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Hurley dimensions approved by Central Council

Two spare hurls at FBD Semple Stadium on Sunday. Photo by Piaras Ó Mídheach/Sportsfile

Two spare hurls at FBD Semple Stadium on Sunday. Photo by Piaras Ó Mídheach/Sportsfile

By Cian O'Connell

At a weekend meeting of GAA Central Council hurley dimensions as recommended by the Sliotar & Hurley workgroup were approved.

The following was agreed regarding hurley dimensions:

o Juvenile (Child) up to and including 26” Hurley - Maximum Bas of 15cm

o Junior (Youth) up to and including 30” Hurley - Maximum bas of 16cm

o Senior (Adult) 30” up to and including 36” Hurley - Maximum bas of 17cm

o Adult Goalkeeper Hurley maximum bas size of 21cm

GAA Director of Organisational Culture, Planning & Development (DO CPD) Pat Daly is part of the group and explains the rationale behind the recommendations.

“The rulebook is nearly silent on hurley specifications, the only thing it says is that the bas can be no more than 13cms at its widest point,” Daly says. “That is the only thing in the rulebook at the moment.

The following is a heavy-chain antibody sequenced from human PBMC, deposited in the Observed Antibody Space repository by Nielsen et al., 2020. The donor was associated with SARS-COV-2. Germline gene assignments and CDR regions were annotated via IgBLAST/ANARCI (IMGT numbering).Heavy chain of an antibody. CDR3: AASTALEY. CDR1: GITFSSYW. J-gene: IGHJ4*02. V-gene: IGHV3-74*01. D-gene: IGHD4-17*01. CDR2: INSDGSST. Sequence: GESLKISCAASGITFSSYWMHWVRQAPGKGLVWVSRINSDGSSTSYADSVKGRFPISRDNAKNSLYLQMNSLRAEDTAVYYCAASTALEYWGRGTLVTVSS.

“In a sense that was always conditional that hurleys would be made of ash. Regarding the 13cms it has been evolving and changing, it wasn't being adhered to as the bas’ were significantly bigger than the 13cms stipulated in rule.

“There was no point in having a rule that wasn't being adhered to and was effectively out of date.”

Daly believes clarity is now provided. “Apart from stating that the bas of the hurley shall not be more than 13cm as its widest point, the rulebook contains no other detail in relation to the hurley specification.

“As this has not been the case for some, change is required as there is little point in having a playing rule, which is not being adhered to.

“It’s also important, in a change management context, that the amended rule is configured to address the fact that hurleys are increasingly being made from materials – other than ash – because of the spread of ash dieback disease."

The Sliotar & Hurley Regulation is vital according to Daly. “To be honest it is probably more than hurley and sliotar regulation workgroup in that it is trying to proactively address hurling in its broadest context,” Daly says. “The regulation around hurleys, helmets, and sliotars is crucial - they are the fundamentals.

“From the introduction of the yellow sliotar in 2019 to the smart sliotar at U20 last year, on to the smart sliotar at adult senior level and U20 level. It has been an iterative process.

“We have tried to things in the most effective way we can, for the fact that we are trying to change to a culture of compliance.”